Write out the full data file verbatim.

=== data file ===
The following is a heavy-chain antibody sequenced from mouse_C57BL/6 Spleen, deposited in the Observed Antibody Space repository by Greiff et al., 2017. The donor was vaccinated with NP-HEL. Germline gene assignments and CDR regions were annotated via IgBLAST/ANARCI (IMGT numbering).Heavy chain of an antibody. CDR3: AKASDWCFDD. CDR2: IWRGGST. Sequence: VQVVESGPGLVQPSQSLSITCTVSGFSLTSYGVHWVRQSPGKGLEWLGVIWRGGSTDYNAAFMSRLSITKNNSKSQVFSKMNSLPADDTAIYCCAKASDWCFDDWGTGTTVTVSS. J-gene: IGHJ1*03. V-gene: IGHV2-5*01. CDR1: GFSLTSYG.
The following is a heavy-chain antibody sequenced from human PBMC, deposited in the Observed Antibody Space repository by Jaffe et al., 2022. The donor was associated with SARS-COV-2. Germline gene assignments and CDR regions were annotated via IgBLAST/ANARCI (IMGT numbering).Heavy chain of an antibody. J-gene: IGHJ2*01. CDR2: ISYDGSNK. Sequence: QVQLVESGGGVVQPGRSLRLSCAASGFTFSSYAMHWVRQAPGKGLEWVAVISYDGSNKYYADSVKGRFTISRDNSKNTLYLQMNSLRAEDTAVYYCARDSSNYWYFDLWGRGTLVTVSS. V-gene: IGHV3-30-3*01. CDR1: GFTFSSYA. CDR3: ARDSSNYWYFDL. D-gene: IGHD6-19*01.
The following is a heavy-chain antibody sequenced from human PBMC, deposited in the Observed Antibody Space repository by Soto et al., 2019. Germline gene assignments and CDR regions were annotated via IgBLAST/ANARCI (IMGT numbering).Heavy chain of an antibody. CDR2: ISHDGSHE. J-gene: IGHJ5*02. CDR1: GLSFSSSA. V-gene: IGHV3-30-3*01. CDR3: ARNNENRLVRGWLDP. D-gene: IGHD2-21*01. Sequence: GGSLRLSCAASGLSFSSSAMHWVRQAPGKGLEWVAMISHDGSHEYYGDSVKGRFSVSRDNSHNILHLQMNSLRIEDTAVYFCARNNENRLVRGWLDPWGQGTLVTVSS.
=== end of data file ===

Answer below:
The following is a heavy-chain antibody sequenced from mouse_C57BL/6 Spleen, deposited in the Observed Antibody Space repository by Greiff et al., 2017. The donor was vaccinated with NP-HEL. Germline gene assignments and CDR regions were annotated via IgBLAST/ANARCI (IMGT numbering).Heavy chain of an antibody. CDR3: AKASDWCFDD. CDR2: IWRGGST. Sequence: VQVVESGPGLVQPSQSLSITCTVSGFSLTSYGVHWVRQSPGKGLEWLGVIWRGGSTDYNAAFMSRLSITKNNSKSQVFSKMNSLPADDTAIYCCAKASDWCFDDWGTGTTVTVSS. J-gene: IGHJ1*03. V-gene: IGHV2-5*01. CDR1: GFSLTSYG.
The following is a heavy-chain antibody sequenced from human PBMC, deposited in the Observed Antibody Space repository by Jaffe et al., 2022. The donor was associated with SARS-COV-2. Germline gene assignments and CDR regions were annotated via IgBLAST/ANARCI (IMGT numbering).Heavy chain of an antibody. J-gene: IGHJ2*01. CDR2: ISYDGSNK. Sequence: QVQLVESGGGVVQPGRSLRLSCAASGFTFSSYAMHWVRQAPGKGLEWVAVISYDGSNKYYADSVKGRFTISRDNSKNTLYLQMNSLRAEDTAVYYCARDSSNYWYFDLWGRGTLVTVSS. V-gene: IGHV3-30-3*01. CDR1: GFTFSSYA. CDR3: ARDSSNYWYFDL. D-gene: IGHD6-19*01.
The following is a heavy-chain antibody sequenced from human PBMC, deposited in the Observed Antibody Space repository by Soto et al., 2019. Germline gene assignments and CDR regions were annotated via IgBLAST/ANARCI (IMGT numbering).Heavy chain of an antibody. CDR2: ISHDGSHE. J-gene: IGHJ5*02. CDR1: GLSFSSSA. V-gene: IGHV3-30-3*01. CDR3: ARNNENRLVRGWLDP. D-gene: IGHD2-21*01. Sequence: GGSLRLSCAASGLSFSSSAMHWVRQAPGKGLEWVAMISHDGSHEYYGDSVKGRFSVSRDNSHNILHLQMNSLRIEDTAVYFCARNNENRLVRGWLDPWGQGTLVTVSS.